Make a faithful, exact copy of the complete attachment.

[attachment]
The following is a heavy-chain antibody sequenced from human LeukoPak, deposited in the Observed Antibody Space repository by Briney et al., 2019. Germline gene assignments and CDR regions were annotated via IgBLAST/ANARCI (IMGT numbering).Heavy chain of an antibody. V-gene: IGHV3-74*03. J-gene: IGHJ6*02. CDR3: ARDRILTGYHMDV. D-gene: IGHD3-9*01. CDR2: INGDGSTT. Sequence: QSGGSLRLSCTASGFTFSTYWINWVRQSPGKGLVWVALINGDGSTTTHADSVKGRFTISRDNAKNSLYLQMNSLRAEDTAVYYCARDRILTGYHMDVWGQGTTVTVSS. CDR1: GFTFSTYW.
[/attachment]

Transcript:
The following is a heavy-chain antibody sequenced from human LeukoPak, deposited in the Observed Antibody Space repository by Briney et al., 2019. Germline gene assignments and CDR regions were annotated via IgBLAST/ANARCI (IMGT numbering).Heavy chain of an antibody. V-gene: IGHV3-74*03. J-gene: IGHJ6*02. CDR3: ARDRILTGYHMDV. D-gene: IGHD3-9*01. CDR2: INGDGSTT. Sequence: QSGGSLRLSCTASGFTFSTYWINWVRQSPGKGLVWVALINGDGSTTTHADSVKGRFTISRDNAKNSLYLQMNSLRAEDTAVYYCARDRILTGYHMDVWGQGTTVTVSS. CDR1: GFTFSTYW.